As expected there were "likes" but then there were also some less positive comments. One person referred to the woodpecker by an expletive I won't repeat because he supposedly had pecked at their house. Another person said they were "not a fan" (?) and yet another, more kindly at least, with a smiley face emoji, said she loves them but draws the line at property destruction. I was fully prepared to have jokes made about the poor quality of the video (I didn't have a tripod) but sort of shocked that there would be animosity toward a rare beautiful woodpecker. This gave me pause. I considered the comment of drawing the line at property destruction, which I suppose sounds reasonable to most people, but I do not draw that line. I feel like having to repair a few holes on the side of the house or the deck is a very small price to pay for the privilege of living along side these amazing beings. I feel this way about all wildlife not only woodpeckers. Part of me also keeps thinking they were here first and we built houses on top of where their home was and now they have to deal with us in their habitat. The least we can do is care for them and protect them in our shared home environment.
I suppose everyone "draws lines" somewhere. I think it is helpful to pause and consider where our lines are and why. Do we feel like our property is more important than a living being? Is it money? Does money matter more? Or is it convenience? Do we draw the line at safety? When are we actually in real danger versus imagined danger? Which beings are "magical" and which ones are "pests?" What if it's a sweet looking rat gnawing on something in the shed? A mature tree casting shade where we would prefer sun?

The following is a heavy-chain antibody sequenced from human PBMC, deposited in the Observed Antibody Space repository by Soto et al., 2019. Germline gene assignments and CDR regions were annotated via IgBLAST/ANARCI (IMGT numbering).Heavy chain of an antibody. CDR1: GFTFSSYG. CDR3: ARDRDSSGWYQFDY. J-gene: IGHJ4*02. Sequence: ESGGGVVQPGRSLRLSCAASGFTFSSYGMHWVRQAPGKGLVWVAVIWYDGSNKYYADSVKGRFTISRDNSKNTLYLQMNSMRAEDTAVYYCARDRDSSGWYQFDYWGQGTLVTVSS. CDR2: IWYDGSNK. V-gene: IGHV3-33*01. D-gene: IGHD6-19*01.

We all make choices constantly that affect our environment. There is no way to avoid this, even if we are very careful. All we can do is our best, but I believe it is easier to do our best when we approach it from a place of love and compassion and awe.
Due to my connection with animals I am often forced to consider & reconsider choices, something that may have appeared simple ten years ago is more layered & complex now. I am in a human body too and I make imperfect choices. I killed a wasp once, probably about 12 years ago. She was inside our condo and I was afraid she would sting my cat kids. As soon as it happened I knew & felt I had done something very wrong. It was a choice made out of fear. I still carry the weight of taking that life. If I could re-do it I would have captured her and taken her outside. Which is what I have done ever since if one got in and what I have done with other insects for a very long time. So I suppose I was drawing the line at protecting my kids, but in retrospect I'm not sure they were in imminent danger. I still would protect my children from anyone, human or animal, but I hope that I would be more discerning about whether the danger was immediate and real or perceived. My lines shifted. Many insects suffer and die because of perception, whether they are poisonous or not. Having spiders does not mean we will be bitten by them. Often an insect will sting or bite out of fear too. It is all they can do to defend themselves and their young. It helps to imagine ourselves in their position, considering the size difference. What if a giant picked up our house & threw it in a giant vacuum? It sounds silly but we sweep & vacuum spiderwebs all the time!
If we can see ourselves in their place and allow heart based compassion rather than fear to guide our choices we have a chance at shifting where we draw our lines while still feeling safe and doing the least amount of harm possible.